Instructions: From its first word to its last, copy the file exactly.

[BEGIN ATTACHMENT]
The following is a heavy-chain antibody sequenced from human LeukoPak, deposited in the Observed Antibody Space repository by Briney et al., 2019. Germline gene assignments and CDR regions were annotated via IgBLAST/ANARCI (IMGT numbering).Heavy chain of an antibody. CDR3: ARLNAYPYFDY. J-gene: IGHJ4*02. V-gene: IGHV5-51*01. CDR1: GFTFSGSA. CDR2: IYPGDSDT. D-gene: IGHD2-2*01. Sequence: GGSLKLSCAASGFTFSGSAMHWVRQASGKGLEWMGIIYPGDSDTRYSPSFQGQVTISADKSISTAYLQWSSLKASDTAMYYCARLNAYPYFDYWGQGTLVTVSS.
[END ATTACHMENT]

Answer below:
The following is a heavy-chain antibody sequenced from human LeukoPak, deposited in the Observed Antibody Space repository by Briney et al., 2019. Germline gene assignments and CDR regions were annotated via IgBLAST/ANARCI (IMGT numbering).Heavy chain of an antibody. CDR3: ARLNAYPYFDY. J-gene: IGHJ4*02. V-gene: IGHV5-51*01. CDR1: GFTFSGSA. CDR2: IYPGDSDT. D-gene: IGHD2-2*01. Sequence: GGSLKLSCAASGFTFSGSAMHWVRQASGKGLEWMGIIYPGDSDTRYSPSFQGQVTISADKSISTAYLQWSSLKASDTAMYYCARLNAYPYFDYWGQGTLVTVSS.